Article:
Making your own gardening tools and supplies may sound like a big endeavor, suitable only for truly handy people, but it doesn’t have to be. There are bigger projects, of course, but knowing how to make homemade gardening tools can be really simple. Save money and waste with some of these ideas for DIY garden tools.
Why Should You Make Your Own Recycled Garden Tools?
There are a lot of good reasons to make your own tools made from recycled materials. Perhaps the most important is that it’s a sustainable practice. Take something you would have thrown away and turn it into something useful to avoid waste.
DIY garden tools can also save you money. It’s possible to spend a small fortune on gardening, so anywhere you can save is helpful. And, finally, you may want to make some of your own tools or supplies if you just can’t find what you want at the garden store.
Ideas for Homemade and Recycled Garden Tools
When making tools for gardening, you don’t have to be super handy. With a few basic supplies, tools, and materials that were destined for the landfill, you can easily make some very useful implements for the garden.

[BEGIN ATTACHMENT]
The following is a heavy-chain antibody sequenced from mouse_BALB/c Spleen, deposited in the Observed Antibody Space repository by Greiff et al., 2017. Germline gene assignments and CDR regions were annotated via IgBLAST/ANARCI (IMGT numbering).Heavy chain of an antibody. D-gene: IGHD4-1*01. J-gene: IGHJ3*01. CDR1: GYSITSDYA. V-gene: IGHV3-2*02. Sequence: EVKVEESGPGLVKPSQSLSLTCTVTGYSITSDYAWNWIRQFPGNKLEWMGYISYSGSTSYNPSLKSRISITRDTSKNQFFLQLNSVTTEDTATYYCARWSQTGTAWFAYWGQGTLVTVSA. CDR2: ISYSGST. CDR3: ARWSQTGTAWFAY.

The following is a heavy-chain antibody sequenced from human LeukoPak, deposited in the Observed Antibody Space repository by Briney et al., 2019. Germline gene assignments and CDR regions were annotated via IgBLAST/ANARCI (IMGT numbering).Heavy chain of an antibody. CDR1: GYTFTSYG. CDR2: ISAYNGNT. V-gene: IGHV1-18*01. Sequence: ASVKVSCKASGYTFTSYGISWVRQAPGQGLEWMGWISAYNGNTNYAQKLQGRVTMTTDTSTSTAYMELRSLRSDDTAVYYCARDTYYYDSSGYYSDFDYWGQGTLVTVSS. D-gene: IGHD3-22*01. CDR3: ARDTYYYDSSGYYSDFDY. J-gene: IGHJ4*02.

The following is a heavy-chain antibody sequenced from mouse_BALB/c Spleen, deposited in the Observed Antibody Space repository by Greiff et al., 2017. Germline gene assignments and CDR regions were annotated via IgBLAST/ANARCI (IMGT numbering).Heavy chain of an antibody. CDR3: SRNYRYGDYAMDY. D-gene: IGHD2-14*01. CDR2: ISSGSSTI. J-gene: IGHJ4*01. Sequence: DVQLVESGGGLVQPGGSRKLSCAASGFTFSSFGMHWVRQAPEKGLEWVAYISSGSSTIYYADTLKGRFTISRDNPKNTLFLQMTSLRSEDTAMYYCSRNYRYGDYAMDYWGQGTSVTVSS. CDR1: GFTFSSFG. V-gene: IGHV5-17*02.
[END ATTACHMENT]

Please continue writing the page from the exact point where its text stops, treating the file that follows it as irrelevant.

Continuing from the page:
- Spice seed holders. Paper seed packets are not always easy to open, seal, or keep organized and tidy. When you empty a spice jar in the kitchen, clean and dry it thoroughly and use it to store seeds. Use permanent marker to label each jar.
- Detergent watering can. Use a hammer and nails to poke a few holes in the top of a big plastic laundry detergent jug and you have an easy watering can.
- Two-liter sprinkler. Who needs a fancy sprinkler? Poke strategic holes in a two-liter pop bottle and seal your hose around the opening with some duct tape. Now you have a homemade sprinkler.
- Plastic bottle greenhouse. A clear two-liter, or any large, clear bottle also makes a great mini greenhouse. Cut the bottom off of bottles and place the tops over vulnerable plants that need to be kept warm.
- Egg carton seed starters. Styrofoam egg cartons make great containers for starting seeds. Wash the carton and poke a drainage hole in each egg cell.
- Milk jug scoop. Cut off the bottom and part of one side of a milk jug, and you have a handy, handled scoop. Use it to dip into fertilizer, potting soil, or bird seed.